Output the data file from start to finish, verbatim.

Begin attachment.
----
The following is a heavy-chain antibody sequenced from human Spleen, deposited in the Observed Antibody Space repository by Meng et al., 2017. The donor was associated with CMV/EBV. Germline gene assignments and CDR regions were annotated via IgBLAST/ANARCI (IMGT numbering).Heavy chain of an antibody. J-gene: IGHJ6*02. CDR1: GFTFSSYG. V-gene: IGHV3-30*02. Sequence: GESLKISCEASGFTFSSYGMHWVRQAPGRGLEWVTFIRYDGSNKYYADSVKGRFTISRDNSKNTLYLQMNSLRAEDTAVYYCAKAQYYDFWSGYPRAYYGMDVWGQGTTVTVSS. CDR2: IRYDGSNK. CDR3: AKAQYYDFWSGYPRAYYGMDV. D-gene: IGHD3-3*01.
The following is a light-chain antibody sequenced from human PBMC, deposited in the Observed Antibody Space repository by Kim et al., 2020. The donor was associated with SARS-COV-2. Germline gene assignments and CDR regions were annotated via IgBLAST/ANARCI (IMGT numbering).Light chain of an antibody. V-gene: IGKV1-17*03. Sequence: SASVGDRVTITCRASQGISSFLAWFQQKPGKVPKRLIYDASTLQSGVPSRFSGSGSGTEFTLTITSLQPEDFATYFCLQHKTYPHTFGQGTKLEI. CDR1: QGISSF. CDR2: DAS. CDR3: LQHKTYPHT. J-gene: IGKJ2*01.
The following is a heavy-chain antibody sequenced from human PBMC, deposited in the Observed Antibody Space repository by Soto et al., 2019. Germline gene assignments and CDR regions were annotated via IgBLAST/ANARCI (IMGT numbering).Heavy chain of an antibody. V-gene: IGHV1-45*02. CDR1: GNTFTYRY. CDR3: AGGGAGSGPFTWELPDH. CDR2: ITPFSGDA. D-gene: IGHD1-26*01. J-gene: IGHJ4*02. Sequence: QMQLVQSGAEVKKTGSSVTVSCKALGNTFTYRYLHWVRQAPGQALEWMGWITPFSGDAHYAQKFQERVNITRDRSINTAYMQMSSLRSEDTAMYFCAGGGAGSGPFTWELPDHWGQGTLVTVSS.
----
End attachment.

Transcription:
The following is a heavy-chain antibody sequenced from human Spleen, deposited in the Observed Antibody Space repository by Meng et al., 2017. The donor was associated with CMV/EBV. Germline gene assignments and CDR regions were annotated via IgBLAST/ANARCI (IMGT numbering).Heavy chain of an antibody. J-gene: IGHJ6*02. CDR1: GFTFSSYG. V-gene: IGHV3-30*02. Sequence: GESLKISCEASGFTFSSYGMHWVRQAPGRGLEWVTFIRYDGSNKYYADSVKGRFTISRDNSKNTLYLQMNSLRAEDTAVYYCAKAQYYDFWSGYPRAYYGMDVWGQGTTVTVSS. CDR2: IRYDGSNK. CDR3: AKAQYYDFWSGYPRAYYGMDV. D-gene: IGHD3-3*01.
The following is a light-chain antibody sequenced from human PBMC, deposited in the Observed Antibody Space repository by Kim et al., 2020. The donor was associated with SARS-COV-2. Germline gene assignments and CDR regions were annotated via IgBLAST/ANARCI (IMGT numbering).Light chain of an antibody. V-gene: IGKV1-17*03. Sequence: SASVGDRVTITCRASQGISSFLAWFQQKPGKVPKRLIYDASTLQSGVPSRFSGSGSGTEFTLTITSLQPEDFATYFCLQHKTYPHTFGQGTKLEI. CDR1: QGISSF. CDR2: DAS. CDR3: LQHKTYPHT. J-gene: IGKJ2*01.
The following is a heavy-chain antibody sequenced from human PBMC, deposited in the Observed Antibody Space repository by Soto et al., 2019. Germline gene assignments and CDR regions were annotated via IgBLAST/ANARCI (IMGT numbering).Heavy chain of an antibody. V-gene: IGHV1-45*02. CDR1: GNTFTYRY. CDR3: AGGGAGSGPFTWELPDH. CDR2: ITPFSGDA. D-gene: IGHD1-26*01. J-gene: IGHJ4*02. Sequence: QMQLVQSGAEVKKTGSSVTVSCKALGNTFTYRYLHWVRQAPGQALEWMGWITPFSGDAHYAQKFQERVNITRDRSINTAYMQMSSLRSEDTAMYFCAGGGAGSGPFTWELPDHWGQGTLVTVSS.